(Updated on 8/18/23) After a late July tempest plunged roughly 35,000 Arlington residents into darkness, ARLnow posed a pressing question to Virginia’s largest electric utility: Why not move all power lines underground?
The short answer is red tape and price.
Local elected officials have been interested in burying power lines since the 1980s, as doing so can reduce power outages and restoration times after storm-induced outages. The trade-offs, however, include cost, customer buy-in and longer repair times.
Historically, cost has been the biggest deterrent. Virginia, Dominion and Arlington County have balked at spearheading efforts at their respective levels, citing costs. This has left the utility company and Arlington County to piece together a patchwork approach prioritizing vulnerable lines, willing property owners and deep-pocketed developers.
Whenever a storm blows through, however, causing power disruptions and requiring maintenance work, the question of a broader effort resurfaces.
Feels like we should maybe consider the possibility of planning how to under ground all of these lines 👀😳 pic.twitter.com/n8FS38DHO4
— Maureen Coffey (she/her) (@maureencoffeyva) July 30, 2023
In an interview, Dominion spokeswoman Peggy Fox underscored two obstacles.
First, the utility company needs permission from property owners, also known as an easement, to access their land. People do not always grant that permission because, Fox said, “not everybody wants the construction that goes along with it.”
“We can’t just come in and do what we want. These are people’s properties, and we want to work with them,” she said in a phone interview.
Second, burying power lines would cost billions of dollars.
After Hurricane Isabel devastated Virginia’s electrical grid in 2003, the Virginia General Assembly tasked the State Corporation Commission — which regulates utilities in Virginia — with studying the feasibility of relocating the state’s overhead distribution power lines underground.
The study says the project aimed to decrease weather-related utility interruptions, reduce maintenance costs and lessen “visual pollution.”
Elected officials scrapped the project after learning it could cost around $83 billion, to be borne by utility customers via higher taxes or rates, and could cause “significant disruptions.”
“The potential benefits, both to the utilities and to the economy, resulting from the elimination of tree trimming maintenance, vehicle accidents, post-storm restoration, and lost sales during outages, do not appear to be sufficient to offset the initial construction costs associated with a comprehensive program to relocate the currently existing overhead utility distribution lines to underground,” the report stated.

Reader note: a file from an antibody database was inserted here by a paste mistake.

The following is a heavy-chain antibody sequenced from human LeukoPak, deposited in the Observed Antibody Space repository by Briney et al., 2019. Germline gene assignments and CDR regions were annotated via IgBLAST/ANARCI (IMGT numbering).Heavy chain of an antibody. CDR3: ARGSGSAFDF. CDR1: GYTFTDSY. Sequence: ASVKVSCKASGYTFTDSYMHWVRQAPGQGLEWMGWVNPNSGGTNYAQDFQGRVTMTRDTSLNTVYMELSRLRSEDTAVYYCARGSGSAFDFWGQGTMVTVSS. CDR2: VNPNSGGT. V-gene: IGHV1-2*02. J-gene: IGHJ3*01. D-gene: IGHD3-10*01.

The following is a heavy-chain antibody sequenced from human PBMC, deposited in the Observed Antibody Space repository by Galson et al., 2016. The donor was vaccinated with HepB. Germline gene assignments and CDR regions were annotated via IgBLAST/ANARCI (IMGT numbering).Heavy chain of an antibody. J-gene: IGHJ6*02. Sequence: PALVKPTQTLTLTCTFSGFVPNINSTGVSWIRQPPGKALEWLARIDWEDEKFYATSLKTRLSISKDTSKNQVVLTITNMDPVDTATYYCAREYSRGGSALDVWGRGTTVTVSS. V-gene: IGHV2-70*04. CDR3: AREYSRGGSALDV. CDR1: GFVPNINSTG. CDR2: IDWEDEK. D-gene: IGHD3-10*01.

Fox said she cannot “pinpoint” how much it would cost to underground all overhead power lines in Arlington, let alone the state. Adjusted for inflation, $83 billion would be roughly $130 billion today.
Arlington County has also shied away from taking on this work over costs. In 2015, then-Arlington County Board Chair Mary Hynes said a local effort to bury electrical and telecommunication wires would cost billions of dollars the county did not have, the Sun Gazette reported at the time.
Nevertheless, Dominion and the county have taken steps to move underground several miles of power lines in Arlington.
In 2014, Dominion embarked on its Strategic Underground Plan (SUP) to bury 4,000 miles of vulnerable overhead lines throughout the state. So far, it has buried around 1,907 miles — nearly the halfway point.
“We know that 60% of… neighborhood line outages occur on 20% of the mileage, so it makes sense to focus on the more problematic areas with a targeted approach that improves reliability for all customers,” Fox said.
Dominion has completed seven projects and has 13 in progress in Arlington. Citing customer privacy, Fox said Dominion is “not at liberty to discuss the specific locations of those past and present projects.”
Its website, however, maps projects being designed or where work has started. The map shows that most projects are concentrated in North Arlington, along Yorktown Blvd and near the GW Parkway, which sustained significant tree damage during July’s storm.
Fox said Dominion customers bear the cost of burying the lines, which amounts to an additional $1.99 per month, on average. The state periodically evaluates this rate.
Although there is no official end date, through this project Dominion aims to reduce the number of repair locations by up to 50%, Fox said.
“The SUP is most definitely fulfilling its objectives,” she said, underscoring relatively quick turnaround times from recent storms, such as Winter Storm Frida in January 2022 which caused about 200,000 customer outages in Northern Virginia.
“With about slightly less than half of SUP complete at the time, restoration took 4.5 days,” she said. “If there were no SUP, it would’ve been 5 days. If all 4,000 miles of SUP were complete, restoration time drops to 3.5 days.”
While restoration times may drop because workers have to visit fewer outage sites, repairing underground lines is trickier.